Adventures in America's Retirement Utopias
Andrew D. Blechman
Atlantic Monthly Press, New York 2008
ISBN 978-0-87113-981-8 (hardback) $25.00
Reviewed by Lauren B. Allsopp, Ph.D. Frank Lloyd Wright School of Architecture, Scottsdale, Arizona
...Andrew Blechman has produced a valuable book, which makes every reader ask his/herself: Is this the future of the United States?...
"I don't want the real world anymore. Whatever happens now, you guys have to worry about it — it doesn't affect me", says one resident of The Villages, a gated retirement community in Florida—touted as "Florida's Friendliest Retirement Hometown" (www.thevillages.com). Author Blechman was so intrigued by his neighbours', the Andersons, move to The Villages and in general, this mass-exodus of people 55 years or older from the 'real world' that he decided to examine the phenomenon of retirement utopias. The outcome is Leisureville, a well-written (to the point that a reader will want to read every word), thoroughly researched, yet personal accounting in 14 chapters of The Villages, its predecessors, and the inner-workings — from governance to pleasure — of these "senior citizen playpens".
Initially, the book focuses on what made the Andersons make a snap, life-changing decision. The author visits The Villages for one month, attending events ranging from social clubs to governance meetings to restaurant dinners with "Mr. Midnight", a retiree who looks for sexual activity to overcome boredom. Mr. Blechman paints a community somewhere between "Disney for adults" and the "Stepford Wives", where stress is calmed by music piped through lampposts in the downtowns. His elegant prose keeps the pages turning.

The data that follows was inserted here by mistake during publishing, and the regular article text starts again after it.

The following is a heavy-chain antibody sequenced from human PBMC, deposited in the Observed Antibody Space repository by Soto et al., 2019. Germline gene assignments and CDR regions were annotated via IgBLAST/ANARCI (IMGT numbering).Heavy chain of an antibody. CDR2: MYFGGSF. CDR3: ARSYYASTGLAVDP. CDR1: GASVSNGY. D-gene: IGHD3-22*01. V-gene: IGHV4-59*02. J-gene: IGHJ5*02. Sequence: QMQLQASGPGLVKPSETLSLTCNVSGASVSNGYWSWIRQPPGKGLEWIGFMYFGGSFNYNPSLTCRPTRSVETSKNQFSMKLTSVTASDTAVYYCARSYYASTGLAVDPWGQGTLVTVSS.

The book quickly becomes more than the engaging rambles of his visit. Blechman's theme is to discover how and why geritopias, particularly The Villages, are so successful. He sets the stage by first delving into the history of retirement utopias, beginning with a visit to the first one in Youngstown, Arizona, and then discussing the explosion of Del Webb Sun Cities across America. Societal and financial issues are also addressed. Do we frown at seniors who step out of society, avoiding their community responsibility? Or, do we see these age-segregated communities as providing a sense of place when the residents' families are dispersed across the nation? Are they havens for redistributing tax dollars from schools to clubs and pools? Or, are they towns where people on fixed incomes can have a decent life after retirement?